Business owners

Help! I’m Burnt Out and Want to Retire: A Small Business Case Study

Help! I’m Burnt Out and Want to Retire: A Small Business Case Study

As a result of Finagraph’s banking and business owner seminars, I occasionally get asked to step in as a consultant to help small businesses. The most common challenge they seek help with is retirement planning. Their question – “I want to retire, but don’t know where to start.”  It’s natural to be apprehensive when your life is about to make a dramatic change, but thinking about it early and taking the right steps can ease your fear.

We preach that a successful business owner starts with the end in mind.  After a seminar in Las Vegas last fall, I was approached by a couple who own a professional services firm in Los Angeles. They were in this exact situation – looking to retire, and hoping to transition ownership of their firm to their son.  The business is 30 years old, and the son has been with the firm for the past 11 years.  It’s a profitable company with a niche service, ripe for growth or sale.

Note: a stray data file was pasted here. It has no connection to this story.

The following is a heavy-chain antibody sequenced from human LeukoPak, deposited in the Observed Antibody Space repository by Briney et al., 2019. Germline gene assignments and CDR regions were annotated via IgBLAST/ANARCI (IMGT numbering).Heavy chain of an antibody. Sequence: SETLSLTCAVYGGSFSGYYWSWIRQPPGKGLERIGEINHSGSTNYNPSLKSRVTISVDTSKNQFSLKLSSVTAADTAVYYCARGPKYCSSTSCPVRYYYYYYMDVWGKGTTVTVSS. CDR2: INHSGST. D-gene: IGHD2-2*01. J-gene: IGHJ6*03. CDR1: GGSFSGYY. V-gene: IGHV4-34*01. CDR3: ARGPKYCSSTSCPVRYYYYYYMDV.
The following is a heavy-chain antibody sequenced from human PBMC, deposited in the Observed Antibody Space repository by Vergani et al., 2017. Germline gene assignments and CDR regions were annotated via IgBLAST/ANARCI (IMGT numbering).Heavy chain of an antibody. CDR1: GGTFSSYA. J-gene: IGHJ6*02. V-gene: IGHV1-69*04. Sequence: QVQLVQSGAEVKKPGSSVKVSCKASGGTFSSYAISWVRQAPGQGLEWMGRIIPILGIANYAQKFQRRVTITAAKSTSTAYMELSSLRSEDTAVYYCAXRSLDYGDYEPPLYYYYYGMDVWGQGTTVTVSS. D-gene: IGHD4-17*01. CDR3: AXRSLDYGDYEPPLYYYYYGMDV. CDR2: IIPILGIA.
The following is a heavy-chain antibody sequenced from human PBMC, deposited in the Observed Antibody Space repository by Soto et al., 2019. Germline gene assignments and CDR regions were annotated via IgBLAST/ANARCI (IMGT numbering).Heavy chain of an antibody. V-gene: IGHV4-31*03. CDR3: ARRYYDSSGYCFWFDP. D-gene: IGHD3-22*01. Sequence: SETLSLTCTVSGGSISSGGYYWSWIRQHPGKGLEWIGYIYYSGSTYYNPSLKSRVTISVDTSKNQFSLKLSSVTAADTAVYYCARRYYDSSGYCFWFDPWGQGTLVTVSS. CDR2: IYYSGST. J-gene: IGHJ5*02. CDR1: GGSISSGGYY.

Top 5 complaints bankers have about business owners

Top 5 complaints bankers have about business owners

Be honest.  We all kind of complain about each other.  It’s a normal part of being a human being.  As agreeable as most people are, when it comes to dealing with others, there are still ways to improve our relationship.  Even when our motto is “the customer is always right”, with a little nudge they could be perfect! 

During the last few years I have spent a lot of time with small business bankers.  The conversation generally turns to examples from our past experiences, both wonderful and horrible.  It is during these conversations that I noticed a common theme among the things that annoy the banker.  It is interesting because for over 20 years, I was on the business owner side of the desk.  Not only that, I was guilty of some of their annoyances.

Goodwill – No; not the thrift store. The pot of gold.

Goodwill – No; not the thrift store. The pot of gold.

Are you hoping to turn your small business into your retirement?  Then you should know how to build goodwill!  Goodwill is the amount of money someone will pay you for your business, over and above the value of the assets.  It’s a big imaginary number that represents how well you run your business, and how safe a purchaser thinks your business is to buy.

7 steps to financial spring cleaning.

7 steps to financial spring cleaning.

After you’ve tackled that giant pile in the garage and removed all the weeds from the backyard, it’s time to take an even closer look at your company’s finances. Now that tax season is over and you’ve crunched the numbers from all angles, we suggest using that economic intel to prepare your business for the next year. Here are seven steps to scrubbing your financial statements.